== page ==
Developing a Panel of Human Pluripotent Stem Cell-Derived Microglia to Model Neurodegenerative Diseases
View the webinar to learn about:
- New human iPSC-derived microglia with diseased backgrounds for accurately modelling
- Analysis of disease specific anti-inflammatory and inflammatory responses to specific stimuli.
- Microglia panel uses for a variety of in vitro applications, including investigation of the role of gene variants, co-culture models, among others.
Presenters:Beatriz Freitas, PhD (Product Manager, FUJIFILM Cellular Dynamics, Inc.)
Simon Hilcove, PhD (Assoc. Director, Product Development, FUJIFILM Cellular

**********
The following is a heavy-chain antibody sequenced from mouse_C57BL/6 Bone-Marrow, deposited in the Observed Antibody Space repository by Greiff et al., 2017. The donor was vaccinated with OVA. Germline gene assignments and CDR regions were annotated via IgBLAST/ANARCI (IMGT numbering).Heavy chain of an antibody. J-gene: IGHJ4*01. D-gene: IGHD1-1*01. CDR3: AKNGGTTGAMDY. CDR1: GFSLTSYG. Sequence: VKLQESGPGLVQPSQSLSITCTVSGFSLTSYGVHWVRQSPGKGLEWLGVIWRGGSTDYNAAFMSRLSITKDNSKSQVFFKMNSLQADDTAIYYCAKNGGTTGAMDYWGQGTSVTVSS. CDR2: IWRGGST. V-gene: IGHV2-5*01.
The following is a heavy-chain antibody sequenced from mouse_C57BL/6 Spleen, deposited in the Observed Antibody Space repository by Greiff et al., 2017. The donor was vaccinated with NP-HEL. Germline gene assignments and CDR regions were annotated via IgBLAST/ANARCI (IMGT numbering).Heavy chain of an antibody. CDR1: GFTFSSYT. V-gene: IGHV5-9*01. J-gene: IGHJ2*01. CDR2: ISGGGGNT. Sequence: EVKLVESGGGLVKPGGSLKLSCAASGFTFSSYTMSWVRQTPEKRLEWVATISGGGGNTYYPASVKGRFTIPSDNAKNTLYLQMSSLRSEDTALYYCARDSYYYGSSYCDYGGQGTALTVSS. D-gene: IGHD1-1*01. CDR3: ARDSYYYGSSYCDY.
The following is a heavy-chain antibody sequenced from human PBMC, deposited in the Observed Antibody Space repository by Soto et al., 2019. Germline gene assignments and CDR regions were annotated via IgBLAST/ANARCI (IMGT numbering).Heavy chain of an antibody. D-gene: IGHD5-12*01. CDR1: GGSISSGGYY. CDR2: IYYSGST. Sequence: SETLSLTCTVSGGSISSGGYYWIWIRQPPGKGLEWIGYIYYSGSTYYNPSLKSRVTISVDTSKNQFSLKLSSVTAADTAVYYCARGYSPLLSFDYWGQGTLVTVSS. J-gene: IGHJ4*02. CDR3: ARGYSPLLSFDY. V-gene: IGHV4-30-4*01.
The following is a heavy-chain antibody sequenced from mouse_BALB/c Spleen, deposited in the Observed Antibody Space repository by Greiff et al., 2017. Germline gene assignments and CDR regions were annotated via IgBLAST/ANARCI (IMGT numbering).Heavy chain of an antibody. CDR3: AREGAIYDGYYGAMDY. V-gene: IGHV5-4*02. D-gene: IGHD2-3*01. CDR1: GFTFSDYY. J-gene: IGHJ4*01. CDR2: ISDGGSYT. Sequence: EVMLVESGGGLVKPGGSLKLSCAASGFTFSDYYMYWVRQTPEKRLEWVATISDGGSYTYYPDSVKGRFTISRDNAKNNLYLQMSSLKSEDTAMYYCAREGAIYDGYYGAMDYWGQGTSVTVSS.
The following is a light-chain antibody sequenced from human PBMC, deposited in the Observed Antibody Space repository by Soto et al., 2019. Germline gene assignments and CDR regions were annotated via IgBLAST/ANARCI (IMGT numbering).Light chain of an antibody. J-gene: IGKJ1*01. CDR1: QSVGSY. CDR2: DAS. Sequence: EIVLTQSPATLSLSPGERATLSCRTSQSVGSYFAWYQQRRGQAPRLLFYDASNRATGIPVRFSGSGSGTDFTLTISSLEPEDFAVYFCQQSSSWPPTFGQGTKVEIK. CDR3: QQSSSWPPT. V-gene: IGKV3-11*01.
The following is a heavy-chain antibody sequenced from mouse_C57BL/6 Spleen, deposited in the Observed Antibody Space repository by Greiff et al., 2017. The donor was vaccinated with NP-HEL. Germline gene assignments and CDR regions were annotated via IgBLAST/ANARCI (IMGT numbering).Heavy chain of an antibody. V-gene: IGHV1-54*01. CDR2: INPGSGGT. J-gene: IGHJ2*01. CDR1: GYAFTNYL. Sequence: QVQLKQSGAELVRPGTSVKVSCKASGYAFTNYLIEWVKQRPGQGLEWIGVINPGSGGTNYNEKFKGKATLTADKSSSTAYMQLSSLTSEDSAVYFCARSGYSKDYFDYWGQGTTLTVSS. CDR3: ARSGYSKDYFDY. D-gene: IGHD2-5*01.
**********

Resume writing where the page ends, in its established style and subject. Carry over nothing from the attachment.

Abstract: Microglia, the resident immune cells of the brain, are key players in neuroinflammation and manifestation of neurodegenerative diseases. Recent studies have identified genes that are highly expressed in microglia associated with an increased risk of developing Alzheimer’s disease (AD), Parkinson’s disease (PD), Frontotemporal Dementia (FTD), or Amyotrophic Lateral Sclerosis (ALS), thus propelling microglia to the forefront of neurodegenerative disease progression and emphasizing the critical need of model systems to study microglia. Since primary human microglia from living donors are not accessible for research, human induced pluripotent stem cell (iPSC)-derived microglia emerge as an authentic human preclinical tool to mimic neurodegeneration and enable drug screening applications in vitro, as well as co-culture with other neural cell types for drug candidate validation. Recent GWAS studies have shown that genetically inherited variants apolipoprotein E4 (APOE4), presenilin 1 (PSEN1), presenilin 2 (PSEN2), or amyloid precursor protein (APP), and the presence of specific Single Nucleotide Polymorphisms (SNPs) within triggering receptor expressed on myeloid cells 2 (TREM2), CD33 or Siglec 3, ATP-binding cassette transporter A7 (ABCA7), have a strong association with increased disease risk of AD. A panel of 12 human iPSCs from apparently healthy and diseased donors harboring many inherited mutations were selected and successfully differentiated into cryopreserved hematopoietic progenitor cells and microglia. In addition, microglia were also derived from engineered and non-engineered iPSCs to create isogenic pairs with mutations in TREM2, A53T and MeCP2. End stage microglia retained the presence of cell surface (CD45, CD11b and CD33) and intracellular (P2RY12, TREM-2, CX3CR1, IBA) microglia-specific antigens, gene expression patterns and exhibited phagocytic function. In addition, cryopreserved microglia retained the ability to be polarized towards an inflammatory or anti-inflammatory subtype by specific stimuli. Thus, this panel of both normal and disease associated microglia can be used to investigate the role of gene variants in human microglia, develop co-culture applications with other neural cell types to create predictive in vitro models for neurodegenerative diseases.